WYN announced this morning (1/18/2018) that it will acquire LQ’s management and franchise business following the planned spinoff of LQ’s real estate in 2Q18. WYN will pay $1.95B in cash ($1B in aggregate, $715M to pay off LQ debt, and $240M for taxes from the spinoff).
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We believe global growth, and especially U.S. growth, will improve in 2018 from tax reform, which we believe will benefit consumer discretionary spending. That macro backdrop might also lead to higher oil, higher rates, and broad inflation, and the purpose of this note is to analyze how that potential environment could affect each name we cover. Our work suggests these inflationary pressures won’t necessarily derail our bullish thesis, and could even be helpful in some cases. In fact, we found our group normally performs well in rising interest rate environments.
Overnight (01/16/2017) DICJ reported Macau mass/VIP revenue for 4Q17, which showed VIP baccarat up 22% and the remaining mass up 17% y/y. Actual mass revenue has been slightly higher than the reported DICJ numbers for several quarters now as operators have reclassified mass tables to avoid smoking restrictions, but that may be coming to an end given new smoking rules that take effect beginning in 2019. We previously assumed mass revenue would grow 13%, so if 17% is in fact the actual number then this would be an upside surprise. Higher mass market revenue is positive because 1) it’s higher margin, 2) it’s the longer-term growth driver of Macau, 3) the government cares more about mass than VIP, and 4) investor concerns about slowing VIP may be offset by improving mass trends. These trends would also be positive for the opening of MGM Cotai later this month. The stocks are trading up about 3% right now, which makes sense to us.
This morning (01/16/2018) MGP (not covered) announced a proposal to acquire VICI (not covered) for $19.50/share under a 100% stock transaction. The offer price is below VICI’s current price we believe because VICI is owned by former CZR creditors who are not natural equity investors, which means exiting the stock is difficult, and M&A could also result in a higher multiple for VICI. We’re not sure that VICI is interested right now considering they have “elected not to engage in meaningful discussions,” and the offer price is 5% below the current stock price. We believe MGP has made this public in order to facilitate discussions with shareholders, but there also aren’t many overlapping MGP/VICI shareholders, though MGM/CZR has much more overlap. We don’t think anti-trust concerns would be an issue, but we also can’t rule it out given MGM’s ownership interest in properties operated by its biggest domestic competitor. We understand the rationale for M&A for both parties, but we also think MGM is more incentivized to get this done given a path to work down its MGP position.
MGM’s tax situation is complicated, but we think MGM should receive a small near-term benefit to cash flow from tax reform (~$225M in 2018 by our math) that isn’t well understood. Previously before tax reform management had been targeting a ~17.5% cash tax rate, despite producing 84% of its LTM EBITDA in the U.S. Very simplistically 84% of income at a 35% tax rate would imply a cash tax rate of 29%, but it’s target was ~17.5% because MGM has been able to reduce its cash taxes through ODLs. We think these ODLs were previously set to run out by YE2020. With tax reform MGM can accelerate these ODLs, and we see them possibly running out in 2019.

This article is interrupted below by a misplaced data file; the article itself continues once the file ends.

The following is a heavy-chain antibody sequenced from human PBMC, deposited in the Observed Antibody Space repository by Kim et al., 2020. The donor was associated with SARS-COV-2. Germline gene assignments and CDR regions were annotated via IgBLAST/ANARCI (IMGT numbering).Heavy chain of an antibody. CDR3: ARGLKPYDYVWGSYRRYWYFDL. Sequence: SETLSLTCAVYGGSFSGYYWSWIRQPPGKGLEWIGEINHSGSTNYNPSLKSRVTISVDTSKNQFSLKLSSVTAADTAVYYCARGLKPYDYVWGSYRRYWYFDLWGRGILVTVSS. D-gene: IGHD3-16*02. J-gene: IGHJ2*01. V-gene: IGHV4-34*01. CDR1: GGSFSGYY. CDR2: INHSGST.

Earlier this morning (1/2/18), Mike Kiernan, Wolfe’s Director of Research, sent around the Wolverine update for the firm’s top fundamental picks for the next 6-12 months (see his email below). Always a believer in marrying the fundamentals with the technicals, I thought it would be helpful to provide the charts for each. While a few have some work to do, there are plenty of constructive setups on both the long and short side.
On Monday (1/1/18) early AM DICJ released December Macau GGR which showed a 14.6% y/y increase, below consensus of we think around 22% and our 20% estimate. The monthly data can be very volatile, and October and November were unusually strong perhaps borrowing some from December, so we won’t place too much judgement on one monthly data point. However, we do expect Macau GGR to continue to decelerate throughout 2018 while possibly missing expectations. Two weeks ago we published a note flagging some cautious signs on Macau GGR with 8 of 16 forward indicators we track seemingly inflecting downward. Today we’re lowering our 4Q17 estimates by about 2% for our names with Macau exposure, as the quarter missed our expectations.
Upon exiting bankruptcy last October we believe this is a great turnaround story with low hanging fruit to drive continued earnings improvement.
We upgraded H and the entire lodging space in late December after the tax reform bill passed the House and Senate. We think H’s stock is the cheapest in the group, especially after factoring in tax related savings. Meanwhile, industry data has also been improving, and we think tax reform could lead to further accelerating RevPAR growth and H has more operating leverage to the cycle.
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